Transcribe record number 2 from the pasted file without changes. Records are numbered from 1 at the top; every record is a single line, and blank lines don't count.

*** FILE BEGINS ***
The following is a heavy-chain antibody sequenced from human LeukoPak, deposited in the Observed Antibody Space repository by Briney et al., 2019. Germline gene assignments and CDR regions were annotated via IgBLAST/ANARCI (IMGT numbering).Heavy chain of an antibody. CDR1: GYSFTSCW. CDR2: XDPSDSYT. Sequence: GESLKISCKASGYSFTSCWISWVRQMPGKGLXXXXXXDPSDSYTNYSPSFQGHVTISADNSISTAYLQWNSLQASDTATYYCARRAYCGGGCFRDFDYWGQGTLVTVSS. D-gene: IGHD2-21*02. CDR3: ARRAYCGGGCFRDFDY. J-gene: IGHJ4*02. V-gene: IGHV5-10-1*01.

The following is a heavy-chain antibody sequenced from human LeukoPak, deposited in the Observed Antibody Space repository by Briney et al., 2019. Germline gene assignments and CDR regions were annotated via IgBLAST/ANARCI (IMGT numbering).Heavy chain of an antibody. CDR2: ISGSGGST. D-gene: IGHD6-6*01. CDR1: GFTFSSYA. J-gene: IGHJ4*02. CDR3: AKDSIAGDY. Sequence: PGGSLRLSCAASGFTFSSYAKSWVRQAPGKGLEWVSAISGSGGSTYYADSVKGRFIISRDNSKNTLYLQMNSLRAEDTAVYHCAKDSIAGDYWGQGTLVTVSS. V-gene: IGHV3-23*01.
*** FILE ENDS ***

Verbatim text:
The following is a heavy-chain antibody sequenced from human LeukoPak, deposited in the Observed Antibody Space repository by Briney et al., 2019. Germline gene assignments and CDR regions were annotated via IgBLAST/ANARCI (IMGT numbering).Heavy chain of an antibody. CDR2: ISGSGGST. D-gene: IGHD6-6*01. CDR1: GFTFSSYA. J-gene: IGHJ4*02. CDR3: AKDSIAGDY. Sequence: PGGSLRLSCAASGFTFSSYAKSWVRQAPGKGLEWVSAISGSGGSTYYADSVKGRFIISRDNSKNTLYLQMNSLRAEDTAVYHCAKDSIAGDYWGQGTLVTVSS. V-gene: IGHV3-23*01.